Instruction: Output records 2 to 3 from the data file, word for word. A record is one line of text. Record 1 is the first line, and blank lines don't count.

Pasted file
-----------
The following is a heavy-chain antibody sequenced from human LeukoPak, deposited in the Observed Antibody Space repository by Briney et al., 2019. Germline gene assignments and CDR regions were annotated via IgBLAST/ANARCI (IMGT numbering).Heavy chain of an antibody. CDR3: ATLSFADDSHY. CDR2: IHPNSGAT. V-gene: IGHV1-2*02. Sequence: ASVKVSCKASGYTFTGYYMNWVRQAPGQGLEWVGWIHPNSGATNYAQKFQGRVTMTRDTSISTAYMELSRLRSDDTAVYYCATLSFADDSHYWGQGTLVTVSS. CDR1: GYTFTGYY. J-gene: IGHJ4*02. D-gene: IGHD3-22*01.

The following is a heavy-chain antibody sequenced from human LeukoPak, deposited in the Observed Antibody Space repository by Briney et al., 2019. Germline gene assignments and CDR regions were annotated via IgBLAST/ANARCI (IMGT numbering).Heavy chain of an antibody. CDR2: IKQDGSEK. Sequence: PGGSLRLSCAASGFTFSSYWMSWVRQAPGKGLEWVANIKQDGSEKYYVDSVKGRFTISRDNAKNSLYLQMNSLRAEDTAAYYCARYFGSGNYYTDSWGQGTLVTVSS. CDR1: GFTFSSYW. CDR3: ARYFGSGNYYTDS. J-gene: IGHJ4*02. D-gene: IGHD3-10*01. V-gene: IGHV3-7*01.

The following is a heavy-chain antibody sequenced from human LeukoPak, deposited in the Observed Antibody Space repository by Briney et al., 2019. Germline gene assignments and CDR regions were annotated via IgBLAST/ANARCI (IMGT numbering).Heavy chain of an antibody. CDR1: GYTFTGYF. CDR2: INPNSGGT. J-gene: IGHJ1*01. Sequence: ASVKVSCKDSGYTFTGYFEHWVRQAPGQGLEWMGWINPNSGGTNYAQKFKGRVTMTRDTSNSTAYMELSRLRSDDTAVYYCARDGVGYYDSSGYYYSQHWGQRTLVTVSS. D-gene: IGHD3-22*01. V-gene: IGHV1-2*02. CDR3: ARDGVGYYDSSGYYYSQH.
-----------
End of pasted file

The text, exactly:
The following is a heavy-chain antibody sequenced from human LeukoPak, deposited in the Observed Antibody Space repository by Briney et al., 2019. Germline gene assignments and CDR regions were annotated via IgBLAST/ANARCI (IMGT numbering).Heavy chain of an antibody. CDR2: IKQDGSEK. Sequence: PGGSLRLSCAASGFTFSSYWMSWVRQAPGKGLEWVANIKQDGSEKYYVDSVKGRFTISRDNAKNSLYLQMNSLRAEDTAAYYCARYFGSGNYYTDSWGQGTLVTVSS. CDR1: GFTFSSYW. CDR3: ARYFGSGNYYTDS. J-gene: IGHJ4*02. D-gene: IGHD3-10*01. V-gene: IGHV3-7*01.

The following is a heavy-chain antibody sequenced from human LeukoPak, deposited in the Observed Antibody Space repository by Briney et al., 2019. Germline gene assignments and CDR regions were annotated via IgBLAST/ANARCI (IMGT numbering).Heavy chain of an antibody. CDR1: GYTFTGYF. CDR2: INPNSGGT. J-gene: IGHJ1*01. Sequence: ASVKVSCKDSGYTFTGYFEHWVRQAPGQGLEWMGWINPNSGGTNYAQKFKGRVTMTRDTSNSTAYMELSRLRSDDTAVYYCARDGVGYYDSSGYYYSQHWGQRTLVTVSS. D-gene: IGHD3-22*01. V-gene: IGHV1-2*02. CDR3: ARDGVGYYDSSGYYYSQH.